When you demonstrate that you value their friends by listening to them,and not judging them, your kids will learn that you value their choices, even if you don’t always agree with these choices. You will show your children that friendship can be a part of your family life at any age.

Please feel free to comment.
© 2014. Sharon Ballantine. All Rights Reserved.

Teens And Driving~ Are You Ready?

posted by srballantine

 

Bigstock Photos

Bigstock Photos

Are you ever really ready for your teen to start driving? The legal driving age in most states is 16 years old. This means by 15½ your child has their driving permit and they have control over the thousands of pounds of metal that you are a passenger in. Later on, they have complete control over the thousands of pounds of metal and you aren’t even there. Becoming comfortable with your teen driving is surely a process, taken one step at a time.

Most people would say starting to drive is a right of passage in our culture. It’s a first step toward independence, if you will. Is driving a right or a privilege? I think most teens may feel it is their right to drive a car and most parents may feel it is a privilege. Perhaps you feel this way if you’re paying for their gas, insurance and maybe even the car.

As they are approaching the age of driving, are you communicating with your teen? Are there certain expectations that must be met before you allow them the keys to the car? How are you planning on comfortably stepping into this new way of being?

Tips on making the transition easier:

~ Bring up the subject of driving with your teen before it’s time to get their permit. Be sure each of you is in a good mood and feeling relaxed.

~ Ask your teen what their desires are regarding driving? Do they feel ready, and why or why not?

~ Share with your teen whatever expectations and criteria you have of them that must be adhered to before they can drive with your blessing.

~ Pay attention to what your teen is saying about how their friends drive. You will be given clues as to how they view different modes of driving. For example: speeding, having friends in the car etc.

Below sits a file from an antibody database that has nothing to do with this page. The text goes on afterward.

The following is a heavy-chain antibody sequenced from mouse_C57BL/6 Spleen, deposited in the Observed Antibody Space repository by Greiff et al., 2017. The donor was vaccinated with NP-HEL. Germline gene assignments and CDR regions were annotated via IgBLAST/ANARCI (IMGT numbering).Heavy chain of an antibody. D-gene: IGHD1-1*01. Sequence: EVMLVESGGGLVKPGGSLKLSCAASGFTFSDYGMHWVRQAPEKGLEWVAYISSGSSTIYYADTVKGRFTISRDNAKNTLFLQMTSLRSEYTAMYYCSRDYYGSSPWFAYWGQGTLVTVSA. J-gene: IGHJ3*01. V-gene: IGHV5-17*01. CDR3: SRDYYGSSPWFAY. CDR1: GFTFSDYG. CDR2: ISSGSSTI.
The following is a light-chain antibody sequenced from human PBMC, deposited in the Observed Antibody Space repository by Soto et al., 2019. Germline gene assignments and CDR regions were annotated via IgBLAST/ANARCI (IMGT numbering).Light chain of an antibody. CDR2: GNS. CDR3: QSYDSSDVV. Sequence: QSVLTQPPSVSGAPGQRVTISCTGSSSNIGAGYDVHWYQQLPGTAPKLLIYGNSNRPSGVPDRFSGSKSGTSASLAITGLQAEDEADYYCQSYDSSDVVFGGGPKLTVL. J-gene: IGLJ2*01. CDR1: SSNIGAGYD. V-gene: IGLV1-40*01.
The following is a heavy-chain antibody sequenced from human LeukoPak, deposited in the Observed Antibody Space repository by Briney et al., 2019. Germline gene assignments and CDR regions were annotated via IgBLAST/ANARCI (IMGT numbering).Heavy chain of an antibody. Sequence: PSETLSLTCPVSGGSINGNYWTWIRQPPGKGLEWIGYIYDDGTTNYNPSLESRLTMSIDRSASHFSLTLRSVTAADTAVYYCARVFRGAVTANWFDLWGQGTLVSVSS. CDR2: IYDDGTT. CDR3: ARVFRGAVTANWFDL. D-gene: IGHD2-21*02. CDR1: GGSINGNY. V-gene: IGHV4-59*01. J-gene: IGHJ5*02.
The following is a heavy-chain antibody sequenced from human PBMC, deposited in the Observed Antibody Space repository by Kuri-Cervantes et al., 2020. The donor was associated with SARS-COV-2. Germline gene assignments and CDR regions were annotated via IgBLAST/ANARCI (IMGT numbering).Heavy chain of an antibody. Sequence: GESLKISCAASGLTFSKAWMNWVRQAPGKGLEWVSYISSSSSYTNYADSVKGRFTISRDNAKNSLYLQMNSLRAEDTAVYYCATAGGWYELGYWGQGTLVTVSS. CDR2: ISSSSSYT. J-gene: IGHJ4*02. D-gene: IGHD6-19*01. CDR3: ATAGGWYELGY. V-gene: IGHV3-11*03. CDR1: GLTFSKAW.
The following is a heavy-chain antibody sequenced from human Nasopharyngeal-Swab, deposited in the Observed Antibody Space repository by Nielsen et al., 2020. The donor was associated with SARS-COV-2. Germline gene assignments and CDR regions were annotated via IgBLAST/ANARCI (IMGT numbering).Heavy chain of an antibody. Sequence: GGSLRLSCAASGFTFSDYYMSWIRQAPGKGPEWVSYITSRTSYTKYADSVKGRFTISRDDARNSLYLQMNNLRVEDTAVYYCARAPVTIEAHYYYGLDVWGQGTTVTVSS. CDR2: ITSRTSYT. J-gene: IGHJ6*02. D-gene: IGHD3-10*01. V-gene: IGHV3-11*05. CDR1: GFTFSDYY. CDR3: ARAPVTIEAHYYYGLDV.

~ Ask your teen what their motivation is for wanting to drive? See how their answers feel to you?

~ Talk about and come to an agreement on who will be paying for what aspect of their driving. For example: gas, insurance, car maintenance, and the car itself.

~ Discuss your teens’ expectations regarding how often and under what circumstances they will use the car.

Good communication is important and things will come up later that you didn’t consider in your initial conversations. Tell your teen it’s an ongoing process and everyone must be willing to calmly discuss issues as they arise. Driving can often be an emotional process for both parent and teen.

Resist the temptation and knee jerk reaction to yell at your teen when they have their permit and it’s time to practice being on the road. This can be a stressful time for everyone as it’s important to practice trust and deep breathing. If you’re going to get in the car with your teen to practice driving, then you must make the choice to remain calm.

The day of independence does finally arrive. I remember how it felt the first time my eldest child drove away from our house alone in the car. I could tell she didn’t have a worry in the world, and seemed to feel perfectly comfortable with the whole scenario. This gave me some comfort, as I was slightly terrified. I wasn’t going to be there to make sure she was ok. (This is an illusion anyway…)

As the garage door closed behind her, I was left with a choice. I could spend the evening worried sick, praying fervently, or I could do this~ which is what I ultimately chose because it felt better. I chose to put my fear aside and remember I have faith in life’s processes. I have faith in her safety and that all is well. Worry is pointless and only perpetuates feeling bad, and doesn’t give you any more control over a situation than you had before.

The start of the teen driving years requires a leap of faith. A trust in your teen and the choices they will make. Will they always make the best choice? No they won’t, but isn’t this how we all learn to further clarify our highest choices?

Your trust will go a long way in how your teen feels about him or herself. Help your teen know you trust them and encourage them to tap into their Internal Guidance System when making their choices.

Please feel free to comment.

© 2014.  Sharon Ballantine.  All Rights Reserved.